Dear Colleague: September 25, 2020

Dear Colleague, information from CDC's Division of HIV/AIDS Prevention

September 25, 2020

Dear Colleague:

September 27 is National Gay Men’s HIV/AIDS Awareness Day, a time to call attention to the disproportionate impact of HIV on gay and bisexual men in the United States. Of the estimated 36,400 new HIV infections in the United States in 2018, 67% (24,400) were among gay and bisexual men. Among these men, racial and ethnic differences exist, with the highest disparity found among Black and Latino gay and bisexual men. In 2018, 39% (9,400) of new HIV infections were among Black gay and bisexual men; 33% (8,000) among Latino gay and bisexual men; 23% (5,700) among white gay and bisexual men; and 68% (16,600) among gay and bisexual men under the age of 35. Compared to 2014, in 2018, new HIV infections were down 20% among white gay and bisexual men and remained stable among Black and Latino gay and bisexual men.

In a recently published article in Morbidity and Mortality Weekly Report, researchers from the Centers for Disease Control and Prevention (CDC) reported results from an analysis of HIV diagnosis, linkage to care, and viral suppression data from the National HIV Surveillance System, 2014–2018. Results showed that in addition to being disproportionately diagnosed with HIV, Black, Hispanic/Latino, and younger men who have sex with men (MSM) are less likely to be linked to care or achieve viral suppression (have low levels of virus in the body). Increased linkage to care promotes viral suppression, which helps people with HIV stay healthy. A person with a suppressed or undetectable viral load also has effectively no risk of sexually transmitting HIV to partners. However, only 67.2% of all MSM included in the analysis achieved viral suppression within 6 months of diagnosis. During 2018, proportionally fewer Black MSM were linked to care and achieved viral suppression than MSM of other racial/ethnic groups.

Although this analysis did not explore reasons for the results, limited health care accessexternal icon, housing instability, poverty, homophobia, and systemic racism commonly act as barriersexternal icon to linkage to care and viral suppression. Additionally, in some cases, healthcare providers’ implicit racial biasesexternal icon (thoughts and feelings that providers are not consciously aware of) toward Blacks and Hispanics/Latinos can influence provider behavior and negatively affect treatment choices. This may lead to treatment nonadherence (not taking medication as prescribed), reducing the likelihood of viral suppression. Researchers concludedexternal icon that interventions that address systemic racism and racial biases within healthcare systems could be beneficial. Interventions that address the social determinants of health associated with high risk for HIV infection among MSM might help prevent HIV infection and eliminate racial/ethnic disparities in HIV infection among gay and bisexual men.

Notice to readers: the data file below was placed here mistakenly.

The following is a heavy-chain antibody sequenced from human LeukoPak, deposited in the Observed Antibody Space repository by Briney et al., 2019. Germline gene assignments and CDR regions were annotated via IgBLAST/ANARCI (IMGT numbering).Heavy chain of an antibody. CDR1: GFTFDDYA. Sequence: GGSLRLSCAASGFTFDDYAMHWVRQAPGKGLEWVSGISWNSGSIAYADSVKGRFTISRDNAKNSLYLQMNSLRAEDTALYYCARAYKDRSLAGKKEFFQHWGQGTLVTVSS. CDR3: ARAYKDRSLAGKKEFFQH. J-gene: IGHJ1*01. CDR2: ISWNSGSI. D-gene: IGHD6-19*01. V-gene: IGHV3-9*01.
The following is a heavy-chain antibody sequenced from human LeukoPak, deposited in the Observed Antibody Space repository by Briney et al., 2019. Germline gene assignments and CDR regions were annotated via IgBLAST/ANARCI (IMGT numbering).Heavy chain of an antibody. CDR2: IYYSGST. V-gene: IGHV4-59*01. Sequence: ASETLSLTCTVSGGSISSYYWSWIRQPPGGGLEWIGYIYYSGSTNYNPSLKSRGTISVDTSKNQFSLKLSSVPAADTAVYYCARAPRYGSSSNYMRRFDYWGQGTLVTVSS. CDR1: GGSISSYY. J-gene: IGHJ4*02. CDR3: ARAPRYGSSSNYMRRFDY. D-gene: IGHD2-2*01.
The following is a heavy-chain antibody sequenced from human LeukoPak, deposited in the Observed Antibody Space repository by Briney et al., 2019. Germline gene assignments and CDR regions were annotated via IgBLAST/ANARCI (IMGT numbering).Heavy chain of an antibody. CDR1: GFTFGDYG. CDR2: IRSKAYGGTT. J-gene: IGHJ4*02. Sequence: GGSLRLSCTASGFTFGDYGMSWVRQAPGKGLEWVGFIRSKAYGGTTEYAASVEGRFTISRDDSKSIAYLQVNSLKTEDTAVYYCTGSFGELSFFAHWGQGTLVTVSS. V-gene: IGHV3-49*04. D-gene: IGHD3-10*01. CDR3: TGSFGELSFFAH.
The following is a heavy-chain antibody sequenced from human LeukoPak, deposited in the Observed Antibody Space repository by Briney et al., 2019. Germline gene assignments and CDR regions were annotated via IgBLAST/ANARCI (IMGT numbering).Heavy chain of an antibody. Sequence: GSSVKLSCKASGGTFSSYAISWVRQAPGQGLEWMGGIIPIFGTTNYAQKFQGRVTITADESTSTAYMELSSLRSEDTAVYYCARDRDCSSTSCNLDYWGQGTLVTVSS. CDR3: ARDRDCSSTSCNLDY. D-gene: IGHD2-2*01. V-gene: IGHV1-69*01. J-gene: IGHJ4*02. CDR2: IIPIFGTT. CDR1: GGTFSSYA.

As part of the Ending the HIV Epidemic (EHE) initiative that aims to reduce HIV infection in the United States by 90% by 2030, CDC’s Let’s Stop HIV Together campaign aims to empower communities, partners on the ground, and healthcare providers to reduce HIV stigma among all Americans, prevent HIV among the hardest-hit populations such as Black and Hispanic/Latino MSM, and help people with HIV stay healthy. We encourage partners to visit the campaign website and download and share campaign materials, including those specifically for gay and bisexual men.  We also encourage you to view CDC’s fact sheet on HIV and Gay and Bisexual Men.

Together, we have made tremendous progress but, even amid the challenges we are facing due to COVID-19, we must continue to work together to improve HIV testing (including self-testing), increase PrEP use, increase viral suppression, and eliminate racial/ethnic disparities among gay and bisexual men in the United States. As a partner in HIV prevention, you play an essential role in achieving a future free of new HIV infections, and we look forward to our continued collaboration.

Thank you for your hard work and continued commitment; we wish you good health and ongoing support in these challenging times.


/Eugene McCray/
Eugene McCray, MD
Division of HIV/AIDS Prevention
National Center for HIV/AIDS, Viral Hepatitis, STD, and TB Prevention
Centers for Disease Control and Prevention

/Jonathan Mermin/
Jonathan H. Mermin, MD, MPH
Rear Admiral and Assistant Surgeon General, USPHS
National Center for HIV/AIDS, Viral Hepatitis, STD, and TB Prevention
Centers for Disease Control and Prevention